Think of smart roads as autonomous vehicles’ (AVs) silent partner. Improving smart infrastructure on our roadways not only will help AVs navigate roads better and safer, but it will also enhance the entire transportation system’s performance.
AVs are touted as safer than human-driven vehicles since most accidents are due to human error. But before AVs are market-ready, technology advances are still needed to improve the vehicles’ ability to see around obstacles such as trucks and to anticipate pedestrian and vehicle movement.
For Construction Pros argues that smart roads are just as important as smart vehicles. The focus should go beyond AV technology to include upgrading the existing road infrastructure. Although some AV manufacturers don’t rely on smart roads, the publication says their development can play an important role in speeding up the adoption of AVs.
What Are Smart Roads?
Intel says that cities can gather data with internet-of-things (IoT) technologies to manage traffic and plan for future transportation better. These devices include speed sensors, acoustic sensors, IP CCTV cameras, smart traffic lights, condition/weather monitoring systems, and digital signage. Data from IoT sensors, cameras, and radar, can be used in real-time to ease traffic flow. This data also can be used to reduce pollution and improve road conditions.
For Construction Pros reports that in Miami-Dade County, Florida, Ford’s AV team is looking at how smart infrastructure can feed AV data before it arrives at an intersection. In Las Vegas, Motional’s driverless vehicles work with Derq to provide a “bird’s-eye view” for AVs at some of that city’s busiest intersections.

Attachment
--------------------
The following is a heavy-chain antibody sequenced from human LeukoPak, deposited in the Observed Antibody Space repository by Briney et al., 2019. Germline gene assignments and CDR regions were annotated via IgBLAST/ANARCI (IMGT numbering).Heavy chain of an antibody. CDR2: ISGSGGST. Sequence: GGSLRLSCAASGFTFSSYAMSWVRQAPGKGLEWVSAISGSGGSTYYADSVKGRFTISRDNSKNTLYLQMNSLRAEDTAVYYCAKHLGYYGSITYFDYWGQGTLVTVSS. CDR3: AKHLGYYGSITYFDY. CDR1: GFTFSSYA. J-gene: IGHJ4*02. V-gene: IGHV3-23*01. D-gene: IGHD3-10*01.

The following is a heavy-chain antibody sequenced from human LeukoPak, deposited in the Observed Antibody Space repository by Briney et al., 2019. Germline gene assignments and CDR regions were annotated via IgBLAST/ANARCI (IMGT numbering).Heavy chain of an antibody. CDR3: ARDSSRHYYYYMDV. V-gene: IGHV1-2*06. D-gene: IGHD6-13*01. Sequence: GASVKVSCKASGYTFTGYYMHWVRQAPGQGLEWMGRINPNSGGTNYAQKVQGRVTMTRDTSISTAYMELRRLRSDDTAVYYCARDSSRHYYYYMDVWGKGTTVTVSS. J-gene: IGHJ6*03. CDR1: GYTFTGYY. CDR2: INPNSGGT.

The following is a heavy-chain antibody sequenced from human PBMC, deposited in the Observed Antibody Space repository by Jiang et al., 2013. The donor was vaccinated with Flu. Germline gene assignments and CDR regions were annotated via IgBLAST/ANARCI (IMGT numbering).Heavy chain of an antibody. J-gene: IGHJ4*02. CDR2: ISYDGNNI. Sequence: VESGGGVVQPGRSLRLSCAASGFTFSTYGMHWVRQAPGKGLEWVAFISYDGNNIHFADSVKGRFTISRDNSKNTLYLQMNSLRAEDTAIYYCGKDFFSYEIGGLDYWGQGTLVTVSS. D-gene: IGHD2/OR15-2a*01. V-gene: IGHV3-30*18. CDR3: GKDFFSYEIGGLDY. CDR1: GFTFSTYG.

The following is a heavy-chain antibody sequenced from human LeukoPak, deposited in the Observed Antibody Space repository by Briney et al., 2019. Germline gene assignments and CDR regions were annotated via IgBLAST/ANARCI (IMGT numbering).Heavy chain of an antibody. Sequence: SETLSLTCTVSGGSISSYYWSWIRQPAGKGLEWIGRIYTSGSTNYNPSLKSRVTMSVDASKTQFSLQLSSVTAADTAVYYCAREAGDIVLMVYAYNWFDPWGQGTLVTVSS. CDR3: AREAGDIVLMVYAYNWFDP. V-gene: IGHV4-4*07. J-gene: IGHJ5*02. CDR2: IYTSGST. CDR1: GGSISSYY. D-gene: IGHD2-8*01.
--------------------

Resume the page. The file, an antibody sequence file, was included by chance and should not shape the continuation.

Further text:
Smart Road Benefits
Smart roads could benefit cities in numerous ways:
- Reducing congestion – Monitoring vehicle movement and adjusting traffic lights can help reduce traffic jams. On Arizona’s Bell Road Highway, the GRIDSMART System, powered by Intel® Core™ processors, uses computer vision to monitor intersections and collect near real-time traffic data. The system reduced delays by 20 percent on weekdays and 43 percent on weekends.
- Improving safety – Computer vision can help detect and avoid other vehicles, pedestrians, and bicyclists. Smart devices also can alert first responders in the event of a crash or criminal activity. Intel worked with German industrial manufacturers to improve AV agility, vehicle safety, and traffic flow. Using Intel® Xeon® processors inside edge nodes, the project transmitted traffic information to oncoming vehicles on a highway between Munich and Nuremberg, and identified potential risks.
- Charging toll fees – E-tolling can automatically charge highway and bridge tolling fees using license plate recognition. Intel worked with Shenzhen JHC Technology Development Co. to develop a toll-collecting system to detect and identify vehicles automatically, without slowing or stopping vehicles. The technology reduces congestion and keeps traffic moving.
- Detecting and avoiding problem areas – Smart roads can provide analytics about intersections and roadways with a high collision. It can help planners determine what mitigating measures to take, such as signals, signage, or speed limit changes.